According to the Wikipedia entry on the skull (Lansing Man; See: View History section), carbon dating placed it between the dates of 2660-5020 B.C. and it represents the oldest skeletal remains found in Kansas. The skull was in the possession of the Smithsonian, however I suspect it was repatriated decades ago. In what some might view as an attempt to conceal the significance of the skull, the Lansing skull was discussed in the Smithsonian’s “Bureau of American Ethnology-Bulletin 33” (1907). The article related that the only difference between it and skulls from other Native Americans was more development in the frontal region, which is evident in the photos. It is accepted in mainstream archaeology that it is simply an early Native American burial.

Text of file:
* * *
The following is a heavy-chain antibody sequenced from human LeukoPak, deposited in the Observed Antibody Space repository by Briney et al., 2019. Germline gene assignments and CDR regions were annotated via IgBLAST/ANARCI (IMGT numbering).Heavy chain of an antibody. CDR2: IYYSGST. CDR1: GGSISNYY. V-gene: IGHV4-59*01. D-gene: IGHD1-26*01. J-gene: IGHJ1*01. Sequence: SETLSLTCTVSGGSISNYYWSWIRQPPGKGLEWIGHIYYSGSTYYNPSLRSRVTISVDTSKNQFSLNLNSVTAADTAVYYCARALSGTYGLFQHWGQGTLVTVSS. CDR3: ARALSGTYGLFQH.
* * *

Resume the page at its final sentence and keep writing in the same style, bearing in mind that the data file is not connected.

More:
Still more reports of Neanderthal skulls found in America are in “Pre-Historic America” (Marquis De Nadaillac, 1895). In 1872 J. W. Foster called attention to the resemblance of certain skulls found near Chicago, at Merom, Indiana, and at Dubuque, Iowa to Neanderthals. “Thus the examination of a skull found at Dubuque, that of another from Dunleith mound, Illinois, with the study of numerous cranial fragments found at Merom, and at Chicago, show the well-known characteristics of the Neanderthal skull… “ (pp. 482-483). Nadaillac then added, “We may mention the great mound of the Red River, in which were found the fragments of a skull in bad state of preservation, reminding us, in its massive proportions, of that of Neanderthal” (p. 485). Here, Nadaillac is referring to an archaeological report by Gillman (1875).